Fence keeps blowing over
I built a fence a couple years ago. I used 4x4 posts which I planted 2-3 feet deep and cemented in. The fence panels I got are 6' high and 8' long. they were pre-built panels and it is a wood privacy fence. The fence uses 3 1x4 boards that the pickets attach to. I have 2 3" long screws in each 1x4 to hold it to the post. Every year in the winter we get a few times where winds get up to 50mph and it never fails, at least 1 or 2 panes get ripped out of the screws and land in the neighbors yard. the posts seem to be fine, its just the panels blow right off the posts.
Is there anything I can do to help keep this from happening? I thought about adding 1 washer on the top and bottom 1x4 to give it a bit more surface area to hold... but I don't really want to do that, because I think that would look a little bad...
Any help would be greatly appreciated!
Washers will help as well as larger diameter and longer screws are the obvious things to do as you replace panels.
Once the panels are strong and attached, the next problem you may have is the posts and anchorage into the soil since they will see 100% of the wind.
One or two panels out of how many? This info is more useful than if the whole fence fell or was not damaged at all by the wind.
Use this to figure the force on the panels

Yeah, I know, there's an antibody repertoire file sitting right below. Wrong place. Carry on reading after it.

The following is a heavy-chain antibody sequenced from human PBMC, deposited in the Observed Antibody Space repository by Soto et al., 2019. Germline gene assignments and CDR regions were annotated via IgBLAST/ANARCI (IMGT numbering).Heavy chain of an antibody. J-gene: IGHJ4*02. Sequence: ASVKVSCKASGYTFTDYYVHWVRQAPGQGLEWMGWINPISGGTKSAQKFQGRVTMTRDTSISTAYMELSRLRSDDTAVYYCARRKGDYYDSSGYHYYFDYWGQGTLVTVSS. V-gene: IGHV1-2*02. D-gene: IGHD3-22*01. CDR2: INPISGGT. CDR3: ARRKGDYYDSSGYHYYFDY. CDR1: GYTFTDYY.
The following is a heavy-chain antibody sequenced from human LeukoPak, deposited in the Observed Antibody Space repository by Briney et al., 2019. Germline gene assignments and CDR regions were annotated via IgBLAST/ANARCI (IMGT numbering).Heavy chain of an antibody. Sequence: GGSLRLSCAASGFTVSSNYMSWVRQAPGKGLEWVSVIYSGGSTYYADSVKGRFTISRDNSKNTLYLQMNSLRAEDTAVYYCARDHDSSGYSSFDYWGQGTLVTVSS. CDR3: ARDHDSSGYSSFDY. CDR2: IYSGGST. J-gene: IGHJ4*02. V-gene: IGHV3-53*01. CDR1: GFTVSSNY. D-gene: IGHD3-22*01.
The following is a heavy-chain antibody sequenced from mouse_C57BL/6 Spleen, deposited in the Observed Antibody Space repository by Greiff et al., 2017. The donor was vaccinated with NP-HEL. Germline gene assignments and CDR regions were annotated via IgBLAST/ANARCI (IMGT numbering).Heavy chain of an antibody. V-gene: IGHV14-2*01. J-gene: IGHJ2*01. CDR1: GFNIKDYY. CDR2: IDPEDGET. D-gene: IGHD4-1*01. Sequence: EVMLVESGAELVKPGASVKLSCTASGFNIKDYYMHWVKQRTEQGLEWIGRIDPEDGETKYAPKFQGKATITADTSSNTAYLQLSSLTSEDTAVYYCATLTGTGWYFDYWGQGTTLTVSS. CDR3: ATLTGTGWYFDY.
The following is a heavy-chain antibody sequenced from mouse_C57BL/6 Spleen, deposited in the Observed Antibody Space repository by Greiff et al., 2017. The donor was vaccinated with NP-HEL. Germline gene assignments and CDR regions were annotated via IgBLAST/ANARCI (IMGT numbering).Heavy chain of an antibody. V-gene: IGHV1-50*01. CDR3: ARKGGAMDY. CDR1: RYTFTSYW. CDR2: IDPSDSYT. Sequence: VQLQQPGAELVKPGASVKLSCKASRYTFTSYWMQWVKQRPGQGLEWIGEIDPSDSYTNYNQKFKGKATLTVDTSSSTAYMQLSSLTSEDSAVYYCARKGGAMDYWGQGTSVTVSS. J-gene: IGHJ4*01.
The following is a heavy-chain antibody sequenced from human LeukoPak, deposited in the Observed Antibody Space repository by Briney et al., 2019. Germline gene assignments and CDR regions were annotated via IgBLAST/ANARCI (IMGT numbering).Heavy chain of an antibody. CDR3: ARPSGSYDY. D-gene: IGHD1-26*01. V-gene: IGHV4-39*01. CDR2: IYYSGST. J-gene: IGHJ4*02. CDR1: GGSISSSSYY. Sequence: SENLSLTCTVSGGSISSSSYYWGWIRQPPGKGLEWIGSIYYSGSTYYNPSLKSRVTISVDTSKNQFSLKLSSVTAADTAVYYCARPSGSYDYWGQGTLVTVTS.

but you may have trouble finding the pull-through force for hardwood/softwood boards for some screw head or washer diameters.
In that case, run an experiment using one or more people to simulate the wind force by standing on the loose & damaged panels, and try different size washers. Each doubling of the washer diameter increases the pull-through force by 4x. You may have to prime & paint fender washers for this.
You want the fasteners to hold 4x or more of the max expected tensile force due to wind. For your area there may be max predicted wind speeds that are not exceeded 90% or 95% of the time, see below.
Once this is fixed you may find out what is the next weak point in the fence structure.
SOURCES OF CLIMATIC DATA ON WUNDERGROUND
Hourly historical weather conditions are available for each day back through the beginning of records for most U.S. cities(as early as 1900) by using the drop-down menu under "History & Almanac". Set a date and hit "View".
"History & Almanac" is located on our local weather pages below the Current Conditions and Forecast sections under the title "Nearby".
We also provide a comma-delimited format. Click the link just below the tabular data to view the "CSV" format text.
You can also view our "Calendar View" "Yesterday's Official Weather and Almanac", and "Seasonal Weather Averages" there.
We also provide data from personal weather stations that can be found at the bottom of local forecasts pages. *Many of these station have historical data available.
OTHER SOURCES OF CLIMATIC DATA
The best source of climate data for the world is the National Climatic Data Center, located at:
The NCDC "CLIMVIS" option is a free way to get daily, monthly or yearly (but not hourly) data, see:
Click the button "I agree to terms", then click on the map presented to start choosing which data location you want to plot data for.